Should juvenile age be raised in Florida criminal justice system?

Stetson Law Judith Scully

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Should an 18-year-old convicted of a serious crime have to serve a sentence like life in prison or should the juvenile age be increased in the Florida criminal justice system? We’ll talk about this topic with the wife of a person convicted of a crime at 18 and with a legal expert. The juvenile age in the Florida criminal justice system has a cut-off of 18 years.

One guest, Judith Scully, is a professor at Stetson University College of Law. Professor Scully co-coordinates the Social Justice Advocacy Program, pro bono program and directs the Innocence Initiative at Stetson law. She oversees the Street Law program which educates middle school students in Pinellas County about their legal rights and how to avoid the school-to-prison pipeline.


We talked about how someone would be sentenced differently if she is convicted of a serious crime at age 18 compared with 17-and-a-half, for example.

WMNF’s MidPoont got a letter from an inmate at Hardee Correctional Institute in Bowling Green, Florida. His name is Matthew. Here’s part of what he wrote: “There are a lot of us who caught life sentences between the ages of 18 and 21 and have essentially grown up in prison. Modern brain science has concluded that there is really no difference in brain maturation between a 17 year old and a 20 year old, but the level of culpability and punishment Florida appends to the 18 year old as opposed to [someone who is one day younger than 18] is shameful.”

Matthew cited a case where an appellate court in Illinois raised the age to 19 based on brain science.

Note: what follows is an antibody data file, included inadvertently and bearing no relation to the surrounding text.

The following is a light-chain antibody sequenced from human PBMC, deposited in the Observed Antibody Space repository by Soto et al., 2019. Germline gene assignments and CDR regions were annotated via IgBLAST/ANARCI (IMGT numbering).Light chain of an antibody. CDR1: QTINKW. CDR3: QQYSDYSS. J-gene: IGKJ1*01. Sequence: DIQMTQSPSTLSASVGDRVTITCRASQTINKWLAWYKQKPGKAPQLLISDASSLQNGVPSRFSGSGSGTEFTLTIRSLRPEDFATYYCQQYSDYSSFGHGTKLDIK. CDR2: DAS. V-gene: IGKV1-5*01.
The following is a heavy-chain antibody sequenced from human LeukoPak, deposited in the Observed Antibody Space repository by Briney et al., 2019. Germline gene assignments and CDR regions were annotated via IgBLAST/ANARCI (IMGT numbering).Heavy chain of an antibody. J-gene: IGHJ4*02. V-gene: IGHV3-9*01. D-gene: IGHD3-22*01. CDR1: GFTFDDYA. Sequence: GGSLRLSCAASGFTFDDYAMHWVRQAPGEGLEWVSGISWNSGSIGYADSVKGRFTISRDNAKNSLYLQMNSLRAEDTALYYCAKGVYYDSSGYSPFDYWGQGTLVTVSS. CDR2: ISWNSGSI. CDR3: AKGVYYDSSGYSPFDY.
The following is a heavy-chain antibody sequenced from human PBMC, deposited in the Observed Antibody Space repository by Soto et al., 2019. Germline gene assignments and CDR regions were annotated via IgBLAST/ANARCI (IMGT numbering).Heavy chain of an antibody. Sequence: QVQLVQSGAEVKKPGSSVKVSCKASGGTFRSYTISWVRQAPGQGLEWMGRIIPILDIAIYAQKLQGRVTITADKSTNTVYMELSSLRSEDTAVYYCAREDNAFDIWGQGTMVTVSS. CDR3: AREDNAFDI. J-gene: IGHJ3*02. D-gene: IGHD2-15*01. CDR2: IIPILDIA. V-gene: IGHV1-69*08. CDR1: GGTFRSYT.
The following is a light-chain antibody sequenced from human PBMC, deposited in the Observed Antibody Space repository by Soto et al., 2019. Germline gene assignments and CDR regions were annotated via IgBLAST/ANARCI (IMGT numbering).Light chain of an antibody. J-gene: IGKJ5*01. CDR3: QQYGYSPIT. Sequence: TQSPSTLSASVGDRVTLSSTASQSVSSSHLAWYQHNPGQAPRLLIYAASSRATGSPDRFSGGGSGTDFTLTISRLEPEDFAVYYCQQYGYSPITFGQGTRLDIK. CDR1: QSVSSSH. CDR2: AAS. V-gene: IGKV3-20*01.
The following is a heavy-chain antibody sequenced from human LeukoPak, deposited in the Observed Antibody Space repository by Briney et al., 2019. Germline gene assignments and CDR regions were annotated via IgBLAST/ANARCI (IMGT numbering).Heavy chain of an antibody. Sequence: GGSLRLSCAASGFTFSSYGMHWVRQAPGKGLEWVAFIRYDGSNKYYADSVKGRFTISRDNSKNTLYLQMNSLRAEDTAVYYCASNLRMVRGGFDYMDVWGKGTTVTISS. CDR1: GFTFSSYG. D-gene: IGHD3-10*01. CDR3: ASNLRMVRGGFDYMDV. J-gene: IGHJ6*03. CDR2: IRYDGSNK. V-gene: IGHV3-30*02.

You might hear the counter-argument that for the purposes of military service or voting, we consider 18-year-olds to have the responsibilities of adults. Though we can also look at a move that Florida made in the 1980s, increasing the legal drinking age from 18 to 21. Presumably that happened because the Legislature decided that 18-year-olds were not as good at making the adult decisions about alcohol that a 21-year old could; should that also apply to the juvenile age in the criminal justice system?

We also expanded the topic to look at the question of  what about when people under 18 are charged as an adult. How is that decision made? And are there check and balances. Should it happen at all?

Another guest who joined us by phone was Renee Graves. Her husband, Charles, was convicted of a crime when he was 18 years old.

A new investigation by the Sarasota Herald-Tribune found sentencing disparities based on race. For example:

“In Manatee County, judges sentence whites convicted of felony drug possession to an average of five months behind bars. They give blacks with identical charges and records more than a year.

“… blacks spend far longer behind bars. There is no consistency between judges in Tallahassee and those in Sarasota. / The war on drugs exacerbates racial disparities. Police target poor black neighborhoods, funneling more minorities into the system. Once in court, judges are tougher on black drug offenders every step of the way. Nearly half the counties in Florida sentence blacks convicted of felony drug possession to more than double the time of whites, even when their backgrounds are the same.”

Watch the show here:

At the beginning of the show we heard a listener comment after our last show. Our guests had been from the Sierra Club. They talked about St. Petersburg’s goal of 100% renewable energy.


  • Gina T

    Should the age be raised? To what? 20? 25? 30? You will always find someone who will find some reason why someone doesn’t deserve a life sentence.
    No. The age should not be raised.